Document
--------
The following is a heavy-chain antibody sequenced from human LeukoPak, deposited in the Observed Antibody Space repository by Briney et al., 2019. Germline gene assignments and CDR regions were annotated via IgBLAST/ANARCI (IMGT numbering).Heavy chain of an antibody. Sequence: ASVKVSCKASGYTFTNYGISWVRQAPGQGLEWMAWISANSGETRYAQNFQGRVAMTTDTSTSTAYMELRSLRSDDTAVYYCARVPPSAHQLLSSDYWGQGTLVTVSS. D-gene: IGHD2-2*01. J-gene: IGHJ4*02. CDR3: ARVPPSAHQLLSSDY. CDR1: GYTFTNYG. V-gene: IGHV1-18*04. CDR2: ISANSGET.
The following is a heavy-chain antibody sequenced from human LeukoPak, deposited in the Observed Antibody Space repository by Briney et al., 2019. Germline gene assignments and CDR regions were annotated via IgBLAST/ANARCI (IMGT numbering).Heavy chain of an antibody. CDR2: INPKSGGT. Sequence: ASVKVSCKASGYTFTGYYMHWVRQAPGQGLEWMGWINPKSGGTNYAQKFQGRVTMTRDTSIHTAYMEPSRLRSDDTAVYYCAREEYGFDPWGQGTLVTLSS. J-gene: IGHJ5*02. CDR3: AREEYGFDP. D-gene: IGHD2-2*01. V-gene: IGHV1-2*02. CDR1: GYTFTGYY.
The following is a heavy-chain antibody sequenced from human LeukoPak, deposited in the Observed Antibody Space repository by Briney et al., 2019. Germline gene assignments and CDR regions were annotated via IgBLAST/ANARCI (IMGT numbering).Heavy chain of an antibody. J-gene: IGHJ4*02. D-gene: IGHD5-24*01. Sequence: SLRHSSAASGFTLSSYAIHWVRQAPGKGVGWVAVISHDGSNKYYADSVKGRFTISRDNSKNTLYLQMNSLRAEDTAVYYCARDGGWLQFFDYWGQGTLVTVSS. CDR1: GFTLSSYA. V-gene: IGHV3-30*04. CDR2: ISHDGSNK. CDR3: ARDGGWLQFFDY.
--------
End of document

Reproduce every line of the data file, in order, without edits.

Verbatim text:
The following is a heavy-chain antibody sequenced from human LeukoPak, deposited in the Observed Antibody Space repository by Briney et al., 2019. Germline gene assignments and CDR regions were annotated via IgBLAST/ANARCI (IMGT numbering).Heavy chain of an antibody. Sequence: ASVKVSCKASGYTFTNYGISWVRQAPGQGLEWMAWISANSGETRYAQNFQGRVAMTTDTSTSTAYMELRSLRSDDTAVYYCARVPPSAHQLLSSDYWGQGTLVTVSS. D-gene: IGHD2-2*01. J-gene: IGHJ4*02. CDR3: ARVPPSAHQLLSSDY. CDR1: GYTFTNYG. V-gene: IGHV1-18*04. CDR2: ISANSGET.
The following is a heavy-chain antibody sequenced from human LeukoPak, deposited in the Observed Antibody Space repository by Briney et al., 2019. Germline gene assignments and CDR regions were annotated via IgBLAST/ANARCI (IMGT numbering).Heavy chain of an antibody. CDR2: INPKSGGT. Sequence: ASVKVSCKASGYTFTGYYMHWVRQAPGQGLEWMGWINPKSGGTNYAQKFQGRVTMTRDTSIHTAYMEPSRLRSDDTAVYYCAREEYGFDPWGQGTLVTLSS. J-gene: IGHJ5*02. CDR3: AREEYGFDP. D-gene: IGHD2-2*01. V-gene: IGHV1-2*02. CDR1: GYTFTGYY.
The following is a heavy-chain antibody sequenced from human LeukoPak, deposited in the Observed Antibody Space repository by Briney et al., 2019. Germline gene assignments and CDR regions were annotated via IgBLAST/ANARCI (IMGT numbering).Heavy chain of an antibody. J-gene: IGHJ4*02. D-gene: IGHD5-24*01. Sequence: SLRHSSAASGFTLSSYAIHWVRQAPGKGVGWVAVISHDGSNKYYADSVKGRFTISRDNSKNTLYLQMNSLRAEDTAVYYCARDGGWLQFFDYWGQGTLVTVSS. CDR1: GFTLSSYA. V-gene: IGHV3-30*04. CDR2: ISHDGSNK. CDR3: ARDGGWLQFFDY.